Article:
In addition to being the humane thing to do, a major 5 year study funded by the Federal Government has demonstrated the cost effectiveness of housing the homeless. As reported by CBC’s As it Happens, “The report suggests putting homeless people in housing, even before they have dealt with other problems such as mental illness and addiction, works to improve their lives. And it saves money.” The study focused on the Housing First approach to housing the homeless, which is the approach Bissell Centre uses in its Homeless to Homes program. For more info about our local Housing First teams go to the Homeward Trust site HERE.
Louise Bradley, President and CEO of the Mental Health Commission of Canada, was interviewed about the study by CBC’s Louise Bradley. You can listen to it by clicking the listen button below.
Resources of Interest
A Place to Call Home: Edmonton’s 10 Year Plan to End Homelessness(PDF Format) – Prepared by the Edmonton Committee to End Homelessness
A Plan for Alberta: Ending Homelessness in 10 Years(PDF Format) – Report from the Government of Alberta’s Alberta Secretariat for Action on Homelessness
Stories from people who live without housing, published 2008 – Bissell Centre report
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A line starts to form at 6:30 am each morning at the Bissell Centre Drop-in. By 7:00 am, the line builds upwards to 200 individuals. What’s surprising to people is that 50-75 of those in line aren’t there for a meal or a place to rest; they are there for work.
Bissell Centre partners with 500+ employers to provide casual labour jobs for people in need. People who are working–hard–to climb out of poverty & homelessness. In 2013, our Casual Labour Program helped provide 14,000 positions, putting nearly one million dollars in the pockets of Edmontonians living in poverty.
This year we are exploring ways to expand our capacity to place more people in jobs, not only casual labour placements, but also in longer terms contracts and permanent positions. Stay tuned for more as the year progresses.
Learn more about our Employment Services and our Casual Labour Program.
In April 2016, the Government of Canada will stop issuing checks to Canadians and using direct deposit instead. Touted to be a good example of austerity, the result will be more than $17 million in savings for the government. Direct deposit is more secure of course and continues even as people relocate. Moving more to direct deposit is fine for most of us, but not for the people who can’t get a bank account. According to the Canadian Community Reinvestment Coalition, “over 600,000 Canadians, many with low incomes, have no bank account and inadequate access to other banking services.”
Here is what will likely happen.
- A percentage of the 600,000 will get identification and open bank accounts. What percentage is not known.
- The remainder will not have bank accounts and will not receive their federal cheques. My guess this amount of money involved will be a whole lot higher than the $17 million saved by the government.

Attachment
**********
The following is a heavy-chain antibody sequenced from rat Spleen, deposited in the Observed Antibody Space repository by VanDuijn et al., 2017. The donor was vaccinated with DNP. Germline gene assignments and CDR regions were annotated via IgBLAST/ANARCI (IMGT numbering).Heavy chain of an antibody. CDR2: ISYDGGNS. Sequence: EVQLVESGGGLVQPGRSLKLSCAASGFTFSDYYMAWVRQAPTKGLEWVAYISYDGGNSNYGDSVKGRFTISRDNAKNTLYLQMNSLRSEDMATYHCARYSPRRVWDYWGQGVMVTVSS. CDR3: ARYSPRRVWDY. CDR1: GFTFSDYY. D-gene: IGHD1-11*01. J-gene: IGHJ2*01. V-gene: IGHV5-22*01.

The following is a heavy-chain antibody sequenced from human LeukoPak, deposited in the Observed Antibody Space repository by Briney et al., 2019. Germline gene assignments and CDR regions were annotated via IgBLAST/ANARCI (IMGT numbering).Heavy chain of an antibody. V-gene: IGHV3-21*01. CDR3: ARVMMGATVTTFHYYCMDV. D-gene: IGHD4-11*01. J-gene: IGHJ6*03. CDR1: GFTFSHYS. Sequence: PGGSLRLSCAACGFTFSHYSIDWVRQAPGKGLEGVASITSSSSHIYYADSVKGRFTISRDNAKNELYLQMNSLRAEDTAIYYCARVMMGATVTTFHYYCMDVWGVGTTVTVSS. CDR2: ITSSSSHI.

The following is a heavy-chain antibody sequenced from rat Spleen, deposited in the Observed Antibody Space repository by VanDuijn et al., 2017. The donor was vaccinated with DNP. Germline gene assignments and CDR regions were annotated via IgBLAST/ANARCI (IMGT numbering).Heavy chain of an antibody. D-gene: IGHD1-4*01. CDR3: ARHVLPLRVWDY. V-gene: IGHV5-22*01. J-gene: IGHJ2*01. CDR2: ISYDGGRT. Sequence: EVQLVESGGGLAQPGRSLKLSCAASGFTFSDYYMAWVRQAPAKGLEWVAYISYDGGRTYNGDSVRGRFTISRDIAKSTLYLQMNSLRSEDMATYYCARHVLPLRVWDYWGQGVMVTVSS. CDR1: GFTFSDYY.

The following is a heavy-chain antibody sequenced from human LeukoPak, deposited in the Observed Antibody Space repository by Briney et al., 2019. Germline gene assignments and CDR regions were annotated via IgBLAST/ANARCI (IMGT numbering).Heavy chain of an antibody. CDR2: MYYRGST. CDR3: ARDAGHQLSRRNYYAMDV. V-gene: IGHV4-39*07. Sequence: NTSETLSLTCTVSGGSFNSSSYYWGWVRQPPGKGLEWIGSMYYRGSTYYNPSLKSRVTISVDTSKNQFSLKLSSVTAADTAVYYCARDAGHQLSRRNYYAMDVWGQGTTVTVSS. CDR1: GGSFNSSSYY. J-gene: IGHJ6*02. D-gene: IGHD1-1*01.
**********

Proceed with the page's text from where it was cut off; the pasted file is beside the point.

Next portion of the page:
- Hundreds of thousands of low income people will experience significant hardship. Many may face the loss of housing and a deeper poverty than ever before. Health issues will increase and for those most desperate, perhaps crime will become an option for more than we care to think.
- The economy will lose out on the commerce end of things and likely be faced with the local costs of increased poverty by those affected by the April 2016 change.
This seems to be an example of an austerity measure that requires further thinking and more so a sensitivity to the realities faced by folks who can’t get identification and/or open a bank account. It seems so simple for most of us, but not so for way too many of our neighbours.
The savings experienced by the federal government will result in increased pressures on organizations like Bissell Centre that work to support the poor and disadvantaged. It’s not like our organizations are looking for more problems to help the poor overcome. Will human service organizations have to raise more money to help the government save its $17 million?
I don’t think this is a black and white issue. Clearly, for the majority of Canadians direct deposit works just fine and there are cost savings to be realized there, and I think the government should save money where it can, but certainly there must be a way for the government to accommodate those who can’t get bank accounts (or don’t want one – it is a free country, right?). After all, I would assume if the government is issuing payments these folks are entitled to, It follows that it take what steps are reasonable to ensure their citizens can receive what is rightfully their’s.
What do you think?
In 2011, Guelph City Council took steps to make public transportation affordable to low income families. This two year pilot allowed for the purchase of a bus pass for half the normal rate. Taylor and Newbury Consulting were contracted to evaluate the pilot and to assess if it should be permanent program. Here is a summary from the consulting firm’s website: